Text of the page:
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Lesson from Redwood Burls

Nature often offers metaphors more elegant than any we can manufacture. In the redwood ecosystem, all seeds are contained in pods called burls, tough brown clumps that grow where the mother tree’s trunk and root system meet. 

When the mother tree is logged, blown over or destroyed by fire, the trauma stimulates the burls’ growth hormones. The seeds release, and trees sprout around her, creating the circle of daughters. The daughter trees grow by absorbing the sunlight their mother cedes to them when she dies. And they get the moisture and nutrients they need from their mother’s root system, which remains intact even after her leaves die. Although the daughters exist independently of their mother above ground, they continue to draw sustenance from her underneath.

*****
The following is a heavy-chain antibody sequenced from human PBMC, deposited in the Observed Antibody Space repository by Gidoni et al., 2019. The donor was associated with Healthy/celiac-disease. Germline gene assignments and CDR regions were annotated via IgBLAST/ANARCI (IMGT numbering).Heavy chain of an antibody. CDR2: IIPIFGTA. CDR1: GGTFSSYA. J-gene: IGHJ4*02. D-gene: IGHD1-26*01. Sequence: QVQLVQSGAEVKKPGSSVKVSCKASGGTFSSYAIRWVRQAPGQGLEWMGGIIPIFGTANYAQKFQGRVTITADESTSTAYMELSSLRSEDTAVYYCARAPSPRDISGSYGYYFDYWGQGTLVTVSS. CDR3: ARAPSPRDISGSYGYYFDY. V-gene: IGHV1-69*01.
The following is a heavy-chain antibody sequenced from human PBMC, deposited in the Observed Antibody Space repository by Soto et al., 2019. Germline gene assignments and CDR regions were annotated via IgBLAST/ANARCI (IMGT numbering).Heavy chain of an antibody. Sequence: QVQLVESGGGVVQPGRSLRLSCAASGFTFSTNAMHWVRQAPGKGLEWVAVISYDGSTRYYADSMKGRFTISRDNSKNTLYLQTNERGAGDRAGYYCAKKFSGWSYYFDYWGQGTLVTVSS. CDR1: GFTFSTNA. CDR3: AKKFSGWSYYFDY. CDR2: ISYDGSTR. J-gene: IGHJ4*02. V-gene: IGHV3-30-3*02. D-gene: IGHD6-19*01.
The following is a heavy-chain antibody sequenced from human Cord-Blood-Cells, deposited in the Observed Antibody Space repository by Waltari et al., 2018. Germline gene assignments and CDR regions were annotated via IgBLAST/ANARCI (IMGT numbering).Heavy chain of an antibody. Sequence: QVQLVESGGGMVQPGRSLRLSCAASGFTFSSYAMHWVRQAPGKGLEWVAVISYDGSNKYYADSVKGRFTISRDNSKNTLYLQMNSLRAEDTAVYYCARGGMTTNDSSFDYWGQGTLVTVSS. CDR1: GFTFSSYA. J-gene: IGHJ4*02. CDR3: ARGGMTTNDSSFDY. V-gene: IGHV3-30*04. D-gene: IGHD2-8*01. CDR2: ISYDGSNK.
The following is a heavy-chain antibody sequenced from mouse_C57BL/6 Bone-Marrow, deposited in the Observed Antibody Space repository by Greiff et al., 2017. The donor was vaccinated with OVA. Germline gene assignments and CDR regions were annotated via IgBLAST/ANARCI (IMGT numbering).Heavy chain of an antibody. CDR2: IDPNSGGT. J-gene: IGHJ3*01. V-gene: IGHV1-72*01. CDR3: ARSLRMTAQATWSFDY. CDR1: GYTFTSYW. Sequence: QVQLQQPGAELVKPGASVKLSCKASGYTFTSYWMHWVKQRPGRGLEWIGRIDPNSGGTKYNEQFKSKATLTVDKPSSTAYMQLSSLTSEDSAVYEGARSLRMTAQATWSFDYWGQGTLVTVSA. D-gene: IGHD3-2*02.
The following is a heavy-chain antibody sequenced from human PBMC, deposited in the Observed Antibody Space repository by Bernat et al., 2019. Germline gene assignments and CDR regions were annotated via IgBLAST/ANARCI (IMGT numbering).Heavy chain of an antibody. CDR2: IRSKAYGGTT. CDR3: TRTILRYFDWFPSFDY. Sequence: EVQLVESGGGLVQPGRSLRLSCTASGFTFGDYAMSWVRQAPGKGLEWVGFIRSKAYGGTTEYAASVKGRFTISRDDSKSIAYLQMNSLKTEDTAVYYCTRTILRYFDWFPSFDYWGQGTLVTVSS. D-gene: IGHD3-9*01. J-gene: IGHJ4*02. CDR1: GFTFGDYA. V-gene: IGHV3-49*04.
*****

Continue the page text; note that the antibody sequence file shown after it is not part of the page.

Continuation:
— Hope Edelman, Motherless Daughters: The Legacy of Loss (Addison Wesley, 1994).
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